The Lystrosaurus is a mammal-like animal from the early Triassic period that roamed modern-day day areas these as India, South Africa and Antarctica in excess of 250 million years ago. It has tusks like an elephant and a beak equivalent to a turtle, and it was roughly the sizing of a pig.
Researchers at the College of Washington utilised fossils of the animal’s tusks to test for anxiety variances amongst the species dwelling in polar climates and warmer types, this kind of as in Africa. The tusks are vital due to the fact they can measure intervals of time in the animal’s lifetime, identical to rings on a tree.
They discovered prolonged anxiety consistent with animals that working experience torpor, or extended relaxation these kinds of as hibernation, and it is the oldest instance of torpor regarded in fossil information.
“To see the particular indicators of strain and strain brought on by hibernation, you require to glance at anything that can fossilize and was rising repeatedly for the duration of the animal’s daily life,” stated co-author Christian Sidor, a biology professor at the University of Washington. “Quite a few animals do not have that, but luckily Lystrosaurus did.”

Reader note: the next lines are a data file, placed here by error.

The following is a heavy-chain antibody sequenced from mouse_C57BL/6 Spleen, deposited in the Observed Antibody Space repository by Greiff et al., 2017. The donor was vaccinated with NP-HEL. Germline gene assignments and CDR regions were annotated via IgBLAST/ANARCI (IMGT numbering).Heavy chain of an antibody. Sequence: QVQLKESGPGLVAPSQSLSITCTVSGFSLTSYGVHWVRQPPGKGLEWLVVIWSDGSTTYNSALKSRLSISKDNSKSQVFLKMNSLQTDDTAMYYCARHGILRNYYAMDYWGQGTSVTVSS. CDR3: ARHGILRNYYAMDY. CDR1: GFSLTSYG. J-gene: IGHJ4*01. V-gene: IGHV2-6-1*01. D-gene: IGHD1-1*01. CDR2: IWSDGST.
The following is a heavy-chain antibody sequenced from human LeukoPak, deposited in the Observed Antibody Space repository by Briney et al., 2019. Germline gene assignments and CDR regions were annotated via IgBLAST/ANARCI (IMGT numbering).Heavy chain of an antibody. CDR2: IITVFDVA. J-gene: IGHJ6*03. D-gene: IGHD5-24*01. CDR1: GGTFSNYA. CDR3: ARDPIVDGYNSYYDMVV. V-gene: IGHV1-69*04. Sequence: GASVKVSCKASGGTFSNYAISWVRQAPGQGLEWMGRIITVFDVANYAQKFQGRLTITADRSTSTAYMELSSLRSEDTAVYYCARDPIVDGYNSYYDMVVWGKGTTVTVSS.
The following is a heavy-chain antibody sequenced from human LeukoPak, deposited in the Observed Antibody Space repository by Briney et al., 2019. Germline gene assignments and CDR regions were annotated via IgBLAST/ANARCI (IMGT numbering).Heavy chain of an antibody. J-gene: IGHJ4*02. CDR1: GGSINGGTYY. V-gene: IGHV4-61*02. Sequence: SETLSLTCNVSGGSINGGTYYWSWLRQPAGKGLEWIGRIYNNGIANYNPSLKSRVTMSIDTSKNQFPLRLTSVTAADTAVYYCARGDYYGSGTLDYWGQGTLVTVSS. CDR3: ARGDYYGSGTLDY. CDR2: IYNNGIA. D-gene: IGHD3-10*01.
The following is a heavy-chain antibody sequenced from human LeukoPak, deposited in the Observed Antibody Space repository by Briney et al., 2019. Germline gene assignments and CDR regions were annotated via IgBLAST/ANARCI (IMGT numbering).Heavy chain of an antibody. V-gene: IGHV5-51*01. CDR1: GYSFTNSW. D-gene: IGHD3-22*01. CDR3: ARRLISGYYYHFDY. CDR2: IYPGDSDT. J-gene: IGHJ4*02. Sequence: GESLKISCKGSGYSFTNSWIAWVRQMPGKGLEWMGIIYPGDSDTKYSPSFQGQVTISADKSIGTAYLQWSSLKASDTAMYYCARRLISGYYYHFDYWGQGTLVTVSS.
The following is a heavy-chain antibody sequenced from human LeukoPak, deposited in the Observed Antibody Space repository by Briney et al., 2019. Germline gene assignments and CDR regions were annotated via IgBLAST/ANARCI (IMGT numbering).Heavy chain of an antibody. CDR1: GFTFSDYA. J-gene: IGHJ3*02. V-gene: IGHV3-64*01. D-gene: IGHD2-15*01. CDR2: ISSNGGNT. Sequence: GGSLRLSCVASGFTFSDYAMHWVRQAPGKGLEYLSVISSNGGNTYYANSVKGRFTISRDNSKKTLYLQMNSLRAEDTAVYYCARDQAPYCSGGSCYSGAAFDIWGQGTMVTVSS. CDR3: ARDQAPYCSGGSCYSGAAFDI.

The researchers also think that it may perhaps describe why the animal survived the mass extinction at the close of the Permian period, which wiped out 70% of vertebrate species on land.
The researchers said they can not definitively verify Lystrosaurus went into correct hibernation as we know it, but the stress could be triggered by another type of quick-phrase torpor.
“What we noticed in the Antarctic Lystrosaurus tusks matches a sample of little metabolic ‘reactivation events’ all through a time period of anxiety, which is most equivalent to what we see in heat-blooded hibernators today,” Whitney claimed.